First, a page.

Some Christians believe that 1 Timothy 2:12 contains a timeless prohibition which forbids a woman from teaching a man and exercising authority over him. They also believe that verse 13 contains a reason for this prohibition.
12 I do not permit a woman to teach or ‘to exercise authority over’ [authentein] a man; rather, she is to remain quiet. 13 For Adam was formed first, then Eve (1 Tim. 2:12-13).
Biblical scholar Douglas Moo is one person who believes that “these restrictions [in verse 12] are permanent, authoritative for the church in all times and places and circumstances as long as men and women are descended from Adam and Eve.” But I’m not so sure.
If the created order of man first, woman second, somehow signifies a divine, universal, and incontrovertible principle, why then are there many examples of women in the Bible who did have authority, and did teach and direct certain men? And why did none of these men have a problem with this guidance from women? Surely these men and women are descended from Adam and Eve.
The following men didn’t seem to consider that the created order was a factor, let alone an impediment, in regards to a woman teaching or leading, and they listened to what women had to say.
Barak, the general of Israel’s army, depended on Deborah’s leadership. And the Israelites (presumably both men and women) came to Deborah for her decisions on matters of law (Judges 4:4-6, 8). (More on Deborah here and here.)
David accepted the prophecy of Abigail (1 Sam. 25:2-42), and King Lemuel accepted the oracles of his mother (Prov. 31:1-9). Moreover, the words of these women are recorded in scripture where they still instruct both men and women.
Joab, the general of David’s army, heeded the words of the Wise Woman of Abel Beth Maacah when she negotiated with him for the safety of her town (2 Sam. 20:14-22). The townsfolk also agreed to her plan, and implemented it (2 Sam. 20:22).
King Josiah sent a prestigious, all-male delegation to the prophetess Huldah, to “inquire of the Lord” concerning the rediscovered book of the Law (2 Chron. 34:19-33, etc). Huldah spoke to men on behalf of God, as did other prophetesses.
Mordechai and Abraham did what their niece and wife, respectively, directed them to do; and thus they aligned themselves with the will of God (Esth. 4:17 NIV; Gen. 21:12).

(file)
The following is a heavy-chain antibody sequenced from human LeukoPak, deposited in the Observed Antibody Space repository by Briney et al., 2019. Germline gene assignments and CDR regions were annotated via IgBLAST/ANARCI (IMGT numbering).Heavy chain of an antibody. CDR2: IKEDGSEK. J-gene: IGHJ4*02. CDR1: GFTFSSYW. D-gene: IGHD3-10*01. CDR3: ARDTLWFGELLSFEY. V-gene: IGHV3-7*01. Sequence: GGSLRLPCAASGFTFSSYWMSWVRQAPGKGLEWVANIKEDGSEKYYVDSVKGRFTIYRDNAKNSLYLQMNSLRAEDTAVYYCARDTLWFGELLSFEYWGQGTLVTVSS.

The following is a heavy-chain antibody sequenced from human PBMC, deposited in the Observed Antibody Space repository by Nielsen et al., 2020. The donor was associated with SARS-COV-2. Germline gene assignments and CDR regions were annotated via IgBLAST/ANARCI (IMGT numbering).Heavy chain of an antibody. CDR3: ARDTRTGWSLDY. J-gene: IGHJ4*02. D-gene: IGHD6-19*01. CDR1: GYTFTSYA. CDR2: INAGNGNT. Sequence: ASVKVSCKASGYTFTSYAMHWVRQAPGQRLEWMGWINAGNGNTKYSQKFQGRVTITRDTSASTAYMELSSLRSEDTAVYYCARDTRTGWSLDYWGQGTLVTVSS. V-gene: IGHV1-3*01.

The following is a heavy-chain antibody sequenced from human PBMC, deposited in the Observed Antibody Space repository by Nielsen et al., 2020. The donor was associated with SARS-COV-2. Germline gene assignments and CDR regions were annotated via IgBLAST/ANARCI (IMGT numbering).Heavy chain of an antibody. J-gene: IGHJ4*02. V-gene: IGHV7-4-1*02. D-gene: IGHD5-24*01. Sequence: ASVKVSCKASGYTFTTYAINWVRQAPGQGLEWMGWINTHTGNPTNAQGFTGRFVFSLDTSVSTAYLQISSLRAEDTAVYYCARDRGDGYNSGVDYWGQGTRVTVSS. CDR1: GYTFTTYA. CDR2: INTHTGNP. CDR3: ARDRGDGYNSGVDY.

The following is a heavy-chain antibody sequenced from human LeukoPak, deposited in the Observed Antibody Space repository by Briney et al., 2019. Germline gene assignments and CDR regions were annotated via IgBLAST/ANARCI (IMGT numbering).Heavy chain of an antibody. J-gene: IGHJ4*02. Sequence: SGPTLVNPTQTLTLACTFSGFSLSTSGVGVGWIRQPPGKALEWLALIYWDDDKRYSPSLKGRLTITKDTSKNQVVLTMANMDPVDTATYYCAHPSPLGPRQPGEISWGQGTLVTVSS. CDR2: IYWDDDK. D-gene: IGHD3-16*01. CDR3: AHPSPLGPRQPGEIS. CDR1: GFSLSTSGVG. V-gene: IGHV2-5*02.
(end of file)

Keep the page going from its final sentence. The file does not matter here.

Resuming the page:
There’s no reason to think the men in the temple, those who were waiting for the redemption of Jerusalem, had a problem with the prophetess Anna when she spoke to them about the Messiah (Luke 2:37-38).
Jesus didn’t stop the Samaritan woman from telling the men of Sychar about Jesus (John 4:4-42). And, later, he expressly gave instructions to Mary Magdalene to tell his “brothers” the amazing message that he was alive (John 20:17-18).
Neither Luke (the author of Acts) nor Apollos seemed to be concerned that Priscilla, with her husband Aquila, corrected Apollos (a teacher and up and coming apostle) and explained theology to him.
The church historian Eusebius reveals that Philip’s four daughters were famous prophets who ministered in the early church. There is nothing to suggest that their ministry was limited to women.
This list of men includes kings, generals, a patriarch, and a teacher, yet there is no indication that any of these men felt affronted by the women who guided and advised them. Nor is their any indication that their masculinity was threatened or diminished because they followed directions and instructions given by women. (These things seem to be a problem for men such as John Piper.)
Moreover, in all these, and several other, episodes recorded in the Bible, there is not the slightest hint that the men were acting improperly by heeding the words of women. Rather, the men benefitted by listening to women, as did, in some cases, whole communities, and even the nation of God’s people.
More importantly, there is not the slightest hint that God had a problem with these men who were being directed by women. Perhaps, after all, the created order has nothing whatsoever to do with who can teach and lead, and speak for God.
There must be something more to 1 Timothy 2:12-13, because, the fact is, there are simply too many examples of godly women who God authorised and used to counsel and guide men, even in matters of theology.
Illustration is from the 13th century Morgan Bible showing the wise woman of Abel Beth Maacah, in a fortified tower, looking decidedly medieval. (Wikimedia Commons)
25 Biblical Roles for Biblical Women
Many women leaders in the Bible had this one thing in common
Bible Women with Spiritual Authority
The Complementarian Concept of the Created Order
Women, Teaching, and Deception
Women, Eve, and Deception
Various articles on 1 Timothy 2:12-15 here.
Authority in the Church